As an in-house SEO, you will enjoy sharing your knowledge. Keep in mind, there are some things worth sharing right away.
The SEO Arms Race
It isn’t enough to optimize your content and earn links or authority. SEO is an arms race. You have to catch-up with the leading keyword competitors and pass them at the same time they accelerate their own content and authority building. It’s not enough to be as good. You must become better, faster and stronger.
The search engines are in an arms race of their own, with Spammers. While the search engines get better at overcoming Spam, the Spammers keep finding new ways to manipulate the search engines. This is an arms race no legitimate business should engage in. Do you want to be the SEO who burns your employer’s domain?
Site Optimization Vs. Page Optimization
Make sure your marketing department understands site optimization concepts like internal link architecture, domain authority, and supporting content.
In a competitive space, you’re not going to publish one page about red widgets and leap into Google’s top ten. It can take several supporting documents, many with their own link and citation attraction qualities. Especially if your company is used to paid search, they may not realize this.
Not Every Page Is An SEO Landing Page
Does everyone understand that while you can optimize any page for either short- or long-tail keywords, not every page is going to rank or drive traffic? It is usually better to keyword optimize your top-level and high-value content, then skip the rest and move on to publishing new content that will earn links and authority.
For the sake of clarity, you will still need to clear-up any technical SEO errors and optimize your internal linking. Also, just because you’re not optimizing a page does not mean you won’t edit it (for example, to add an anchor text link to a real SEO target page).
At some point, after you develop a track record of SEO wins, start revisiting your lower-value pages and check if you can optimize them for long-tail keywords. This is a great task for interns or new staff members who need to build-up their familiarity with your website.
Different Types Of Content Have Different SEO Strength
This is a favorite of mine. Different Web assets or documents serve different purposes and have their own unique SEO strength.
For example, a case study may be ideal to launch a press release campaign around while it is unlikely to go viral on Twitter or earn many links. Live blogging from a popular conference can earn lots of mentions and links, but may not convert many sign-ups or sales. Prepare your company to create many types of content for many different purposes.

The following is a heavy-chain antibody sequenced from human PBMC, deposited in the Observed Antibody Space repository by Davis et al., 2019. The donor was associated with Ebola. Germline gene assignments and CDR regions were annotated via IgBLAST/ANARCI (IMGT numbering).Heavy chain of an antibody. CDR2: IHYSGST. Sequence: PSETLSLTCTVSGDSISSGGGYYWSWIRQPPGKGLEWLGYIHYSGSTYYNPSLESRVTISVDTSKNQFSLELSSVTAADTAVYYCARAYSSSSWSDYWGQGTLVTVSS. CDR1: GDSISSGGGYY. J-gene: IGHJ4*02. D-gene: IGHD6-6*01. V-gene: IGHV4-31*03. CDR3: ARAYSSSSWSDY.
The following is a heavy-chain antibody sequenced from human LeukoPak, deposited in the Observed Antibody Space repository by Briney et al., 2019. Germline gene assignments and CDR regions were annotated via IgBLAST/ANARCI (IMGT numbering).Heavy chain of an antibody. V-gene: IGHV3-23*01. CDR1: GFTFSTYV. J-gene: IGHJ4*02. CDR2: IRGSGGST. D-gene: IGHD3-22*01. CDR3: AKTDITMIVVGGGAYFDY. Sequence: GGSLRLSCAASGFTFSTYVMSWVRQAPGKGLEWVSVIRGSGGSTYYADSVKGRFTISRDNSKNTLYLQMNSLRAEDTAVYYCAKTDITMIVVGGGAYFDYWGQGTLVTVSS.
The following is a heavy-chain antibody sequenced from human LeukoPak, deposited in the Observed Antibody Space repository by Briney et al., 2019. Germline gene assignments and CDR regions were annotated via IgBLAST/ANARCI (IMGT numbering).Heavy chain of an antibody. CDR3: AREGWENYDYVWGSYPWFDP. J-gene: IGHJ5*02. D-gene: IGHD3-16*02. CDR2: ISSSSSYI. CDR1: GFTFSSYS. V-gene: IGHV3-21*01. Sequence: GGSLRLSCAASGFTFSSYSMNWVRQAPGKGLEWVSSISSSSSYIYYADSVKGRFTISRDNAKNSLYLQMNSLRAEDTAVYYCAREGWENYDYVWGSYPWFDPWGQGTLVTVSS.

This is where I insert the flywheel analogy. The more popular your brand, blog, and social media assets are, the more likely they are to help SEO in different ways. You have to earn that reputation. On a popular blog, a post might go viral, while on a lesser known blog, the exact same post will just sit there. Get your flywheel spinning.
Playing Within Your Competitive Footprint
Be sure your co-workers understand what keywords your company can rank for now and which ones are within reach. There is a reason so few SEO professionals are trying to rank for the keyword SEO, we know it’s a waste of time. Create short-term, long-term, and big, hairy audacious goals. Be assertive and aggressive, but do not create unreasonable expectations.
Here is one of my tips. When I do keyword research, I select based upon the phrase match numbers, but I always report the exact match numbers.
Optimization Vs. Over Optimization
Warn your coworkers about over optimization. There are two good reasons for this. First, you don’t want to incur an over-optimization penalty from the search engines.
Another reason is to give you some breathing room. Everywhere you go, there will be that person, the one who says things like, “You did this over there, so why haven’t you done it over here?” As Bones McCoy might say, “For God sakes Jim, you’re a human being, not a machine.”
Even if you keep checklists (you should), you will not optimize every page exactly the same. SEO is a craft, part science and part art. The more you do it, the better you get, and the more intuitive it becomes. Sometimes, it’s just nice to be able to say in a calm, reassured voice, “I didn’t want to over optimize the page, but I can reconsider that.”
Opinions expressed in the article are those of the guest author and not necessarily Search Engine Land.